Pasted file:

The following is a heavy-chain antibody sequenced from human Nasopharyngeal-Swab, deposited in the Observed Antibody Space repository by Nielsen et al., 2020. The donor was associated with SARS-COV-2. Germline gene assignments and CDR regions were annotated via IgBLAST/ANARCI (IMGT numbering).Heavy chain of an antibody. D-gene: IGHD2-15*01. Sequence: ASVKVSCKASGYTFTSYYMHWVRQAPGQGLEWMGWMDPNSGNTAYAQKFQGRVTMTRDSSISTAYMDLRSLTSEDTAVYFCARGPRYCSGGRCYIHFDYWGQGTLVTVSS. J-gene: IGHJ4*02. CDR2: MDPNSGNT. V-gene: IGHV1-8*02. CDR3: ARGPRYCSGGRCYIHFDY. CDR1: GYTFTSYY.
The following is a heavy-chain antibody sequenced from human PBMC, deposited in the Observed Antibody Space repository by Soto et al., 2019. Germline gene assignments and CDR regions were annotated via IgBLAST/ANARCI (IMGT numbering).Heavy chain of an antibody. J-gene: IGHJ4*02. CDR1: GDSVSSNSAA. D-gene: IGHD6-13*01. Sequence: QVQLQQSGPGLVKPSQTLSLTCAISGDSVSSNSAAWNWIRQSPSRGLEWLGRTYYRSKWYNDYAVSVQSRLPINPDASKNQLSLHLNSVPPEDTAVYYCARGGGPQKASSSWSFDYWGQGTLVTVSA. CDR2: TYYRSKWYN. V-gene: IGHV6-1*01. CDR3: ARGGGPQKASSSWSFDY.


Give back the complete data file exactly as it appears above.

The following is a heavy-chain antibody sequenced from human Nasopharyngeal-Swab, deposited in the Observed Antibody Space repository by Nielsen et al., 2020. The donor was associated with SARS-COV-2. Germline gene assignments and CDR regions were annotated via IgBLAST/ANARCI (IMGT numbering).Heavy chain of an antibody. D-gene: IGHD2-15*01. Sequence: ASVKVSCKASGYTFTSYYMHWVRQAPGQGLEWMGWMDPNSGNTAYAQKFQGRVTMTRDSSISTAYMDLRSLTSEDTAVYFCARGPRYCSGGRCYIHFDYWGQGTLVTVSS. J-gene: IGHJ4*02. CDR2: MDPNSGNT. V-gene: IGHV1-8*02. CDR3: ARGPRYCSGGRCYIHFDY. CDR1: GYTFTSYY.
The following is a heavy-chain antibody sequenced from human PBMC, deposited in the Observed Antibody Space repository by Soto et al., 2019. Germline gene assignments and CDR regions were annotated via IgBLAST/ANARCI (IMGT numbering).Heavy chain of an antibody. J-gene: IGHJ4*02. CDR1: GDSVSSNSAA. D-gene: IGHD6-13*01. Sequence: QVQLQQSGPGLVKPSQTLSLTCAISGDSVSSNSAAWNWIRQSPSRGLEWLGRTYYRSKWYNDYAVSVQSRLPINPDASKNQLSLHLNSVPPEDTAVYYCARGGGPQKASSSWSFDYWGQGTLVTVSA. CDR2: TYYRSKWYN. V-gene: IGHV6-1*01. CDR3: ARGGGPQKASSSWSFDY.